Sustainable Waste Management in Coastal Communities

Elective Course | 4 ECTS | Course: CRD 20

Instructor: Felicitas Schneider

Course Catalog Description

About the Course

Waste management is a complex multi-disciplinary topic which has no one-fits-all solution.

Decisions should be based on legal framework, regional characteristics and available technologies. Especially related to sensitive environment such as coastal regions which often face individual challenges related to infrastructure as well as potential pollution pathways. Thus, (future) decision makers should understand the context and interaction of waste generation and regional framework, waste management technologies and measures with different issues of sustainability based on natural sciences in order to support proper policy recommendations. I would like to provide information on both – global and regional waste management. A special focus will be made on waste prevention as this is a very important step towards sustainable development. As Food Loss and Waste (FLW) contributes significantly to inefficient use of resources on a global scale, the course will provide corresponding in-depth information as well. For the course, I would like to implement different tools of knowledge transfer including presentations, field trips, discussion sections as well as group work.

Instructor

I love to share my experiences and learn from others and thus, I hope that the course will support the professional level of the students but will also inspire future generation of decision makers and civil society.

I hold a diploma degree in Civil Engineering and Water Management in Austria and worked within Waste Management Sector for 16 years as university researcher and teacher. One focus was waste prevention and due to personal experiences in 2001, I started to work on food loss and waste (FLW) prevention in particular. This was unique in those days and I am very happy that in the recent years, the issue of FLW became an important factor within discussions related to Sustainable Development Goals, climate change, sustainable diets and resilience of food systems. After finishing my doctoral thesis which deals with FLW generation and prevention in industrialised countries, I started to work at Thünen Institute in Germany in 2017. I am the coordinator of the Collaboration Initiative Food Loss and Waste launched at the Meeting of Agricultural Chief Scientists at G20 countries (MACS-G20). My task is to support international colleagues to develop and implement national strategies, quantification, prevention measures, monitoring systems, research and policy advice related to FLW.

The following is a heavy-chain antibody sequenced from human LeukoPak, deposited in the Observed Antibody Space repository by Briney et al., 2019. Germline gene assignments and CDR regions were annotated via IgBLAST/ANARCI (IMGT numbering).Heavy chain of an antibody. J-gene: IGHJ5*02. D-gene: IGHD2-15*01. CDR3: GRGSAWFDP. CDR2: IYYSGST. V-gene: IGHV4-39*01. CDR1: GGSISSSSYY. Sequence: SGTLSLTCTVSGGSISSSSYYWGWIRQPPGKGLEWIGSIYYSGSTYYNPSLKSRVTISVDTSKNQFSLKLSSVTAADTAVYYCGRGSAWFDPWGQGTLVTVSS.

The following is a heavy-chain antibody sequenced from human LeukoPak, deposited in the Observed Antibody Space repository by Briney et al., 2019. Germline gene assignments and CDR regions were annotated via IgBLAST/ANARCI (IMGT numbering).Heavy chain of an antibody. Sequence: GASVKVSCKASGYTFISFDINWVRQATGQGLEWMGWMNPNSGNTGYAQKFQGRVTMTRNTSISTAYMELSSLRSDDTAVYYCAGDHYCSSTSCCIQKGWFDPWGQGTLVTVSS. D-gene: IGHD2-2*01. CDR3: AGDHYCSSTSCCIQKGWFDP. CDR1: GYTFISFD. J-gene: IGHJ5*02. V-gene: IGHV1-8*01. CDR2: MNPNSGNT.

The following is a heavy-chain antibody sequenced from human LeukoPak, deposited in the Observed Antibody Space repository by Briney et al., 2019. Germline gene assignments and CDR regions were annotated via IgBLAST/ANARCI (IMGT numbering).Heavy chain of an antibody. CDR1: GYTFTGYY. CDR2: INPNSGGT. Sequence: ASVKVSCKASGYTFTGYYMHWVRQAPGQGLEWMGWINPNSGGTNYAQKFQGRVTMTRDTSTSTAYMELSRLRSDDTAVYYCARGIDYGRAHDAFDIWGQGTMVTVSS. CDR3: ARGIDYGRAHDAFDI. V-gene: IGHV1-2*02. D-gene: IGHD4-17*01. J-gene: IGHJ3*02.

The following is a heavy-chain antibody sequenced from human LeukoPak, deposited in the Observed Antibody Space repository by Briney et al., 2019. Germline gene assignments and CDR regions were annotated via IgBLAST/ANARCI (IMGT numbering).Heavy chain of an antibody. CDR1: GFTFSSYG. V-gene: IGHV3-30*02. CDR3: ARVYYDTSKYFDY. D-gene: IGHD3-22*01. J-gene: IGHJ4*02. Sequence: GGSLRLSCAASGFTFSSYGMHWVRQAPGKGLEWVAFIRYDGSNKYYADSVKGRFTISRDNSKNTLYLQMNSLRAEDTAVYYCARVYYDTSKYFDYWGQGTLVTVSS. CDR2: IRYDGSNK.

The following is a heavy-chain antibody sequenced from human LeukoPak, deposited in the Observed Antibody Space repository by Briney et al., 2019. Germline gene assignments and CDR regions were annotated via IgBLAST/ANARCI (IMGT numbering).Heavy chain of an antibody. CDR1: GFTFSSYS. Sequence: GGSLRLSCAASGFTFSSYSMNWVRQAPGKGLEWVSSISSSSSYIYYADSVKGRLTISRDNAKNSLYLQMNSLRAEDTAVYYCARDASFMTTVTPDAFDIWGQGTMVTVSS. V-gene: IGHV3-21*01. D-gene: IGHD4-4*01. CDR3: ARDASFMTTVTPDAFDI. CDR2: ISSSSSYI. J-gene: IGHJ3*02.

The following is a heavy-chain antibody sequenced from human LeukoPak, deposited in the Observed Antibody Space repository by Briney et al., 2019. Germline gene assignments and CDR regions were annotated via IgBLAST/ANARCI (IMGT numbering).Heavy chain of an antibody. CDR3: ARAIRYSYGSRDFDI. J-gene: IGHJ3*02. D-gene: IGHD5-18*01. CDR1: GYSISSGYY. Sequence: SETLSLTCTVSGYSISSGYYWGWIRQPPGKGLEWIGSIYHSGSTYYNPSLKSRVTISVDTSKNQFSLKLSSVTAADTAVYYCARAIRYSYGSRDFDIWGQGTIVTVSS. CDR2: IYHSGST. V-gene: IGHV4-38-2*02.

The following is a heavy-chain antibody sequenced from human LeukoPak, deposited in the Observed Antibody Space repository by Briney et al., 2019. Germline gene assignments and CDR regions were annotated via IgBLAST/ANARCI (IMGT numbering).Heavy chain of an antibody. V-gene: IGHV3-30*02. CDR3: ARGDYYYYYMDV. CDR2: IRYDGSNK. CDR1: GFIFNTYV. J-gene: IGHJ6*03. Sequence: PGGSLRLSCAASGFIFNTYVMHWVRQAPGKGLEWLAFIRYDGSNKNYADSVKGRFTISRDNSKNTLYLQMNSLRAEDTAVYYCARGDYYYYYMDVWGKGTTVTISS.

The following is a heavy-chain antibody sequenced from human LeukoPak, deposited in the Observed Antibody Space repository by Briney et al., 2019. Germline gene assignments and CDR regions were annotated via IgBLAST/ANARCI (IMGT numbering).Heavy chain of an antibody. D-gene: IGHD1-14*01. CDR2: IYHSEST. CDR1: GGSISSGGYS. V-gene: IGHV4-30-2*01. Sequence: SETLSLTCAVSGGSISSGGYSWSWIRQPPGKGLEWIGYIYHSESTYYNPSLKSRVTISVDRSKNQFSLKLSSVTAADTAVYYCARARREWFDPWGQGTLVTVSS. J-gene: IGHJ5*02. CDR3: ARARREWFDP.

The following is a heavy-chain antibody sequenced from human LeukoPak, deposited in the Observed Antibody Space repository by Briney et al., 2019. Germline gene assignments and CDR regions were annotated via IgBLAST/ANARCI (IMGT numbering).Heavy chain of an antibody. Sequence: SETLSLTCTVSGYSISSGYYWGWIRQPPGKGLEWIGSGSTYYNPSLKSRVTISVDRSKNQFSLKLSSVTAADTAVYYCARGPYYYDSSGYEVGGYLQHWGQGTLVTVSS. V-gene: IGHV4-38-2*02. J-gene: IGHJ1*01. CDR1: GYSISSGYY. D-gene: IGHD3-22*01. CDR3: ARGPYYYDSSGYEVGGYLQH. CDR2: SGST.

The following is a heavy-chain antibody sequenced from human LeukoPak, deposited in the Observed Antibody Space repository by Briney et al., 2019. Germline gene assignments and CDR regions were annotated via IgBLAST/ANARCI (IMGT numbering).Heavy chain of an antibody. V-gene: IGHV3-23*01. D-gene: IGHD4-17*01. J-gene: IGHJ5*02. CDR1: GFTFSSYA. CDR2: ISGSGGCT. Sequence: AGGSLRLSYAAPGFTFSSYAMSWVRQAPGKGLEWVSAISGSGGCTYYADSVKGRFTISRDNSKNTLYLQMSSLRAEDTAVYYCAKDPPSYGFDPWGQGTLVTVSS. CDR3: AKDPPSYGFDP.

Description

This course provides a general overview on waste management by defining waste by looking at sources and characteristics of different waste types. In addition, the risk potential and corresponding disposal options of waste, under consideration of the waste hierarchy (prevention, reuse, recycling, disposal), are presented. Legal aspects such as international agreements on waste export and impact of waste on the environment are discussed from a global point of view with local examples for specific issues. Waste logistics are also taught in this class. They are an important issue which is also connected to social and economic aspects. Sustainable waste management is challenging in a coastal and marine environment, especially in connection with extreme climate conditions. Issues like small-scale recycling and recovery, waste transport, marine and coastal pollution through intended and unintended waste dumping, interaction with wildlife, impact of ship cruise tourism are thus part of this course. A special focus of the course will be laid on waste prevention in general and food waste prevention specifically.

On completion of the course, a student:

  • can distinguish between waste and by-products
  • can assess the risk of a specific waste stream and decide which waste management option should be selected for sustainable treatment
  • can develop alternative options for more sustainable solutions within existing waste management systems according to waste hierarchy
  • can explain the impact of waste on the environment by using selected indicators
  • can include waste management into regional planning